What can be done if a co-worker discloses to your workplace that you are an alcoholic?

UPDATED: Oct 4, 2010

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What can be done if a co-worker discloses to your workplace that you are an alcoholic?

I called a co-worker on her personal cell phone 4 times 1 night when I was intoxicated; I’m an alcoholic. No one at work was aware of my alcoholism until she shared information about the phone calls. I did not get fired but I suffered a lot of embarrassment, shame, guilt and depression over this. Is this defamation of character?

Asked on October 4, 2010 under Personal Injury, Washington


SJZ, Member, New York Bar / FreeAdvice Contributing Attorney

Answered 12 years ago | Contributor

You say that you are in fact an alcoholic: then it's not defamation, since defamation is the public making of a false factual statement. If the statement is true, then it's not defamation.

It would also not be invasion of privacy, since (1) she had no duty to you to keep information confidential and (2) she did not invade your privacy to determine the inforation--she called her and voluntarily shared it with her (in essence).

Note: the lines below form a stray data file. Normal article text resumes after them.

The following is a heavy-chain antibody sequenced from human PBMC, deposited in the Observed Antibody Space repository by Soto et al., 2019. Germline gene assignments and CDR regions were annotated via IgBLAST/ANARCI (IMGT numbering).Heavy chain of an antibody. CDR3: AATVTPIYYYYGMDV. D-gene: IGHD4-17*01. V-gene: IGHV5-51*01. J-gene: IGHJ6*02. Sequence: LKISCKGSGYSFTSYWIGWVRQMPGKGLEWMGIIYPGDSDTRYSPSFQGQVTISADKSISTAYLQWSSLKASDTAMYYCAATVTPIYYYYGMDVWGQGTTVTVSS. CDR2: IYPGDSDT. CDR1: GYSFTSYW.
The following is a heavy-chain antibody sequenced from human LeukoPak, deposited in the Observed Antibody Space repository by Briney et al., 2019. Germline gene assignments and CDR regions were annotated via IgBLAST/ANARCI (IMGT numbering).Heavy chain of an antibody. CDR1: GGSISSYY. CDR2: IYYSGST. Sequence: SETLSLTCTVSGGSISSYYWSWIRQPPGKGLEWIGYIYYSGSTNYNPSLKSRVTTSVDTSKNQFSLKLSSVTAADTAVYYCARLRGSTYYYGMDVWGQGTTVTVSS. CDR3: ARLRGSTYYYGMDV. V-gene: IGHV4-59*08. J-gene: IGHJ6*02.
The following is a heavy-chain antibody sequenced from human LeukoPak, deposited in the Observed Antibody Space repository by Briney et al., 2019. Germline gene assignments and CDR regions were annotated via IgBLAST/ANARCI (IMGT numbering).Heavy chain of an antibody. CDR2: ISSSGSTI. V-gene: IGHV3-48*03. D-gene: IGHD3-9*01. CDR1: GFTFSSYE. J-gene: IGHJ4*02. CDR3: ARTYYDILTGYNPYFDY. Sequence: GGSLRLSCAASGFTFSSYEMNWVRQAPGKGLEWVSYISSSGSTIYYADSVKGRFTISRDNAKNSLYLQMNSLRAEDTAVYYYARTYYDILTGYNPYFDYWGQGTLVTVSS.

In short, even though what she did was probably inappropriate, inappropriate does not mean illegal or that she is liable for this. This is probably a case where you do not have any recourse for her actions. The best you *might* be able to do is to speak to her supervisor(s) or HR about her actions, if you feel that what she did was unprofessional or breached some workplace policies.

IMPORTANT NOTICE: The Answer(s) provided above are for general information only. The attorney providing the answer was not serving as the attorney for the person submitting the question or in any attorney-client relationship with such person. Laws may vary from state to state, and sometimes change. Tiny variations in the facts, or a fact not set forth in a question, often can change a legal outcome or an attorney's conclusion. Although AttorneyPages.com has verified the attorney was admitted to practice law in at least one jurisdiction, he or she may not be authorized to practice law in the jurisdiction referred to in the question, nor is he or she necessarily experienced in the area of the law involved. Unlike the information in the Answer(s) above, upon which you should NOT rely, for personal advice you can rely upon we suggest you retain an attorney to represent you.

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